Stephen Smith

Democratic candidate for West Virginia governor Stephen Smith stopped by the Disability Action Center for Monday’s Marion County Can’t Wait meet up, to have several one on one conversations with attendees.

FAIRMONT – Stephen Smith is running a campaign based on conversations.

Since announcing his campaign for the Governor’s office late last year, the 39-year-old anti-poverty group leader has been traveling the state to hear what residents want to see happen in state leadership.

Running as a Democrat, Smith said his platform will be based on the issues people tell him and the solutions on the ideas people offer.

“Our No. 1 strategic goal for the summer is to conduct 10,000 one on one, face to face conversations with West Virginia voters,” Smith said. “The reason why we’re doing that is we will base our platform, the things we fight for on those conversations, and also it’s a chance to recruit leaders.”

Smith spoke Monday night during a meet up of the group Marion County Can’t Wait, where he or his county captains planned to speak with everyone in attendance. According to Smith, this is an idea that grew out of his disdain for the current state of West Virginia politics.

“I’m personally exhausted by politics that treat voters as idiots, consumers that need to be fed,” Smith said. “We think voters and citizens are the people who should actually run the government, and it’s our job to listen to them, and to invite them to take more and more leadership in them.”

Throughout the listening tours, Smith and his campaign county captains have heard a number of issues, with some issues being consistent. He said these are the ones his platform will focus on.

“I feel like some of the biggest issues are poverty is huge, opioid addiction is significant,” said Kate Greene, Marion County captain for Smith’s campaign. “Education was huge too, so those were probably the three top in that meeting.”

Smith’s previous venture as executive director of the West Virginia Healthy Kids and Families Coalition has him well-versed in state policy. Smith has an idea of the processes to come if elected governor.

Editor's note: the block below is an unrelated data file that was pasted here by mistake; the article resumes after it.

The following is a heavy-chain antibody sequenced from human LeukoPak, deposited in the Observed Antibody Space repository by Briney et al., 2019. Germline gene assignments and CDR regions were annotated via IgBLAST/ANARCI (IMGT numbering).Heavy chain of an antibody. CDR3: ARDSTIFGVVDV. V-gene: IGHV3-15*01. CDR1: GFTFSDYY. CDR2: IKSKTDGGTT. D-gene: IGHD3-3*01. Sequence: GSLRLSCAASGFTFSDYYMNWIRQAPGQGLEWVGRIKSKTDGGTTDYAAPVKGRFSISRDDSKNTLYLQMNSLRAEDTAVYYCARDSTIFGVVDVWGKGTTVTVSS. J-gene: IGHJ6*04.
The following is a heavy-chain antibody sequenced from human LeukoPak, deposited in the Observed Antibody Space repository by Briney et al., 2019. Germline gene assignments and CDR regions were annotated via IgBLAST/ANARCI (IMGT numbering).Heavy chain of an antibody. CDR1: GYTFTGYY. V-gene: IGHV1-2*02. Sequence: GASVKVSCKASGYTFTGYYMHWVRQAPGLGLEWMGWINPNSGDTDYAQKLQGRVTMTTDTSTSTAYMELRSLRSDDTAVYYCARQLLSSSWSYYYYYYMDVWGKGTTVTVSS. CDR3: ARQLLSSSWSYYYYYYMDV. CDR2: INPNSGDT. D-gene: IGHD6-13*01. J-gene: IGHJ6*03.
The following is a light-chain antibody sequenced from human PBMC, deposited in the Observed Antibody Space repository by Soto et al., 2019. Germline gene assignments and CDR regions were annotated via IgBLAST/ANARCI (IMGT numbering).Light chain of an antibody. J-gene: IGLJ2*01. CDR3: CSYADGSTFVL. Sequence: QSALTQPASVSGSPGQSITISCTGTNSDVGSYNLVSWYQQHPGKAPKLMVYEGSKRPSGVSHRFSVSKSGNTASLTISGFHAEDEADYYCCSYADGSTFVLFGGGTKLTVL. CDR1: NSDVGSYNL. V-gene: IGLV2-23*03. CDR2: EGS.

The meeting of Marion County Can’t Wait played host to about 30 people who all attended with the goal of voicing different issues. Whether it was the roads, infrastructure, economy or education, the attendees would have their say.

“What brought me here is I want to hear what Stephen has to say about education,” said Blair Montgomery, member of the Marion County Board of Education present at the meeting. “With what is going on in the Legislature, it’s going to be tough if he is elected governor how he is going to moderate some of the things that they have done.”

Smith also said his campaign is based off of gathering people together just like this, which ties directly into his philosophy on politics. By getting everyone together to fight for a united cause, he believes he can take the government to the people, and the people to the government.

“We actually don’t think politics in West Virginia is left versus right, incumbent versus challenger, Democrat versus Republican – it’s the good old boys versus everyone else,” Smith said. “What we actually need is a whole new government that is run by all of us. So in order to get a government that is run by all of us, we need a campaign that is run by all of us.

“We’re spending all our time is recruiting people to the campaign.”

Email Eddie Trizzino at etrizzino@timeswv.com and follow him on Twitter at @eddietimeswv.

News Reporter

Eddie Trizzino has been a reporter with the Times West Virginian since August of 2017, covering the entertainment, business and health beats. He spends most of his time listening to records, going to the movies and strolling through the town.